What's your answer to the most fundamental question concerning time?

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Logik
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Re: What's your answer to the most fundamental question concerning time?

Post by Logik »

Speakpigeon wrote: Mon Apr 15, 2019 3:49 pm Assuming a number of clocks are set to read the same as some master clock, why would they stay synchronised with it if time doesn't exist?[/i]
You have three clocks A (master), B and C.
After a year B and C agree with each other, and both disagree with A.

Which clocks(s) is/are wrong?
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attofishpi
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Re: What's your answer to the most fundamental question concerning time?

Post by attofishpi »

I'll take a stab (assuming they all function in precisely the same way) - none.
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Re: What's your answer to the most fundamental question concerning time?

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attofishpi wrote: Tue Apr 16, 2019 1:09 pm I'll take a stab (assuming they all function in precisely the same way) - none.
If they all functioned in "precisely the same way" they wouldn't drift apart.
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Re: What's your answer to the most fundamental question concerning time?

Post by attofishpi »

Logik wrote: Tue Apr 16, 2019 1:23 pm
attofishpi wrote: Tue Apr 16, 2019 1:09 pm
Logik wrote: Tue Apr 16, 2019 1:23 pm You have three clocks A (master), B and C.
After a year B and C agree with each other, and both disagree with A.

Which clocks(s) is/are wrong?
I'll take a stab (assuming they all function in precisely the same way) - none.
If they all functioned in "precisely the same way" they wouldn't drift apart.
I thought that this argument might ensue and I really need to get on with shit that matters.

But in response - yes they would, dependent upon their position within the universe.
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Re: What's your answer to the most fundamental question concerning time?

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attofishpi wrote: Tue Apr 16, 2019 1:29 pm I thought that this argument might ensue and I really need to get on with shit that matters.

But in response - yes they would, dependent upon their position within the universe.
You can put them as close to each other as possible. In the same, controlled room/environment.

They will drift apart. Because entropy.
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attofishpi
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Re: What's your answer to the most fundamental question concerning time?

Post by attofishpi »

Logik wrote: Tue Apr 16, 2019 1:39 pm
attofishpi wrote: Tue Apr 16, 2019 1:29 pm I thought that this argument might ensue and I really need to get on with shit that matters.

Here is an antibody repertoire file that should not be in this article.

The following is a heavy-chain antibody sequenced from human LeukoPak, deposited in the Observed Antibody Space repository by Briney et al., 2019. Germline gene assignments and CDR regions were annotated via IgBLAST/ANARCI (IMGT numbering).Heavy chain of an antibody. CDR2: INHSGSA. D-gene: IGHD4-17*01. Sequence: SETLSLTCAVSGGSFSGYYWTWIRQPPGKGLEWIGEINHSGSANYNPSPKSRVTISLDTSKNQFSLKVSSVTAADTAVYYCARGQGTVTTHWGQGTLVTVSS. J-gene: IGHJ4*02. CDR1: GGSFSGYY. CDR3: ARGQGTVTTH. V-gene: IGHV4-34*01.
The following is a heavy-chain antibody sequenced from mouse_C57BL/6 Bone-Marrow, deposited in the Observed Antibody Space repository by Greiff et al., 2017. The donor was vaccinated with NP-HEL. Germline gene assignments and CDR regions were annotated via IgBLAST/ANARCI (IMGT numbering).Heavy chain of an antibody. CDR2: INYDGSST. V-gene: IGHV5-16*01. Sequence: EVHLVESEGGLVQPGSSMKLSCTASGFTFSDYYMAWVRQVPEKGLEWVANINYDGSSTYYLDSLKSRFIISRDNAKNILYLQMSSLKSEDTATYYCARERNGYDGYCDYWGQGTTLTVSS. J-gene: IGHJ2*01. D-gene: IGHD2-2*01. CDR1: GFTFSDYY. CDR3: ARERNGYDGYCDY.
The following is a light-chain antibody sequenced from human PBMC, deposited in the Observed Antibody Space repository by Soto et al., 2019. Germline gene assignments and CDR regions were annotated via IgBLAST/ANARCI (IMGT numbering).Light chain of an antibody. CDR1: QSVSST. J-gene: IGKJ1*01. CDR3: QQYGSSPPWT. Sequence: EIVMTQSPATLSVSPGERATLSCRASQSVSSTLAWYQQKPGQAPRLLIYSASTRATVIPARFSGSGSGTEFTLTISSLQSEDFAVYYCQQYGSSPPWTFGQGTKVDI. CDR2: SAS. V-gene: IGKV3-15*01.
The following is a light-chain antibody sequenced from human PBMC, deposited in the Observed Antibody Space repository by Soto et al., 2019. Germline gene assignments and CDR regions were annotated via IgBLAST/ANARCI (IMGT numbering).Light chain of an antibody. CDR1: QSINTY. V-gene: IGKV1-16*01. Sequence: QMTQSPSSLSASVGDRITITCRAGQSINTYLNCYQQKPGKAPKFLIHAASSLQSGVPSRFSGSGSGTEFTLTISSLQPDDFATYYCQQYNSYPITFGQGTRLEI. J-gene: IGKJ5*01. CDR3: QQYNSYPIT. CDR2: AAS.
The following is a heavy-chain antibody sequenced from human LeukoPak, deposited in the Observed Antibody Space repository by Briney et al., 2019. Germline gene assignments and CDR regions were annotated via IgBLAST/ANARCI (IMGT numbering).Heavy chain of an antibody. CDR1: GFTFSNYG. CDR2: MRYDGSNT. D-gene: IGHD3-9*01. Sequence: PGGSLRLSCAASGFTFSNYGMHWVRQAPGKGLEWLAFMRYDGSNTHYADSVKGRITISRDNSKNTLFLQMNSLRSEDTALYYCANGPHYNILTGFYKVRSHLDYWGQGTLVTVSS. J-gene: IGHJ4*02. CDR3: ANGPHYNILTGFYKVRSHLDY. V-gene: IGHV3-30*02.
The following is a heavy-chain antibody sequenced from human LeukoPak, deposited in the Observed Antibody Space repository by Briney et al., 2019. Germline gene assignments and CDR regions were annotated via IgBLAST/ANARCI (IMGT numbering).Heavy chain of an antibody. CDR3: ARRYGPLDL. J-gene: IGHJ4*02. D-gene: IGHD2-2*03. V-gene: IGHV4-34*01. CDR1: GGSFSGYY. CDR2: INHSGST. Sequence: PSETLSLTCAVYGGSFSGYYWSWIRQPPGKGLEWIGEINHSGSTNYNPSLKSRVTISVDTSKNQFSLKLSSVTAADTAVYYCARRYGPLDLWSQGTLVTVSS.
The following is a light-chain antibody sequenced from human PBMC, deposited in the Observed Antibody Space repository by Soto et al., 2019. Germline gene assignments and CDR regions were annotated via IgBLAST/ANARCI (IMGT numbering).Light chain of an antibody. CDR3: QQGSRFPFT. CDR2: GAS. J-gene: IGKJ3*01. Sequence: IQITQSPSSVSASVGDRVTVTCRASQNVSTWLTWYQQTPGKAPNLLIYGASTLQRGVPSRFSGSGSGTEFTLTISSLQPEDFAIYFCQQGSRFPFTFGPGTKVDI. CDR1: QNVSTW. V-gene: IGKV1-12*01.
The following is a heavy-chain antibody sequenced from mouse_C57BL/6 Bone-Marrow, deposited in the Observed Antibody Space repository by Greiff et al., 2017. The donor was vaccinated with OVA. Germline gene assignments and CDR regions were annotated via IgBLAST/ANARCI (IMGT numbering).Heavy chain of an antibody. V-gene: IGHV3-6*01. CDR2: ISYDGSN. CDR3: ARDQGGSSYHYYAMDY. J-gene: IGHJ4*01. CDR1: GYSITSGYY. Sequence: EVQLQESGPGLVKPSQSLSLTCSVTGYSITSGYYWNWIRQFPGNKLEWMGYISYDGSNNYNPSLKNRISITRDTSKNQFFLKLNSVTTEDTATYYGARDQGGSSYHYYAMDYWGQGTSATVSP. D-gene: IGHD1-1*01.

But in response - yes they would, dependent upon their position within the universe.
You can put them as close to each other as possible. In the same, controlled room/environment.

They will drift apart. Because entropy.
But you stated:-
Logik wrote:]You have three clocks A (master), B and C.
After a year B and C agree with each other, and both disagree with A.

Which clocks(s) is/are wrong?
I stated 'none' - the reason for which I must divulge at some point.
But for now and since they all function in precisely the same way, why with your latter statement, do clocks B and C agree and are different to A?
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Re: What's your answer to the most fundamental question concerning time?

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attofishpi wrote: Tue Apr 16, 2019 2:22 pm I stated 'none' - the reason for which I must divulge at some point.
But for now and since they all function in precisely the same way, why with your latter statement, do clocks B and C agree and are different to A?
That's the point - they don't "function in precisely the same way". They are INTENDED to function "precisely the same way", but due to manufacturing imprecision and environmental entropy they will drift apart from each other.

Reality doesn't care about our intentions.

And so you can't really tell which clock is "wrong". It is entirely possible that all three drifted apart, just B and C (coincidentally) correspond with each other despite drift. Does this matter in practice?

Yeah. Sometimes

People have died because of race conditions
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attofishpi
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Re: What's your answer to the most fundamental question concerning time?

Post by attofishpi »

Logik wrote: Tue Apr 16, 2019 2:39 pm
attofishpi wrote: Tue Apr 16, 2019 2:22 pm I stated 'none' - the reason for which I must divulge at some point.
But for now and since they all function in precisely the same way, why with your latter statement, do clocks B and C agree and are different to A?
That's the point - they don't "function in precisely the same way". They are INTENDED to function "precisely the same way", but due to manufacturing imprecision and environmental entropy they will drift apart from each other.

Reality doesn't care about our intentions.

And so you can't really tell which clock is "wrong". It is entirely possible that all three drifted apart, just B and C (coincidentally) correspond with each other despite drift. Does this matter in practice?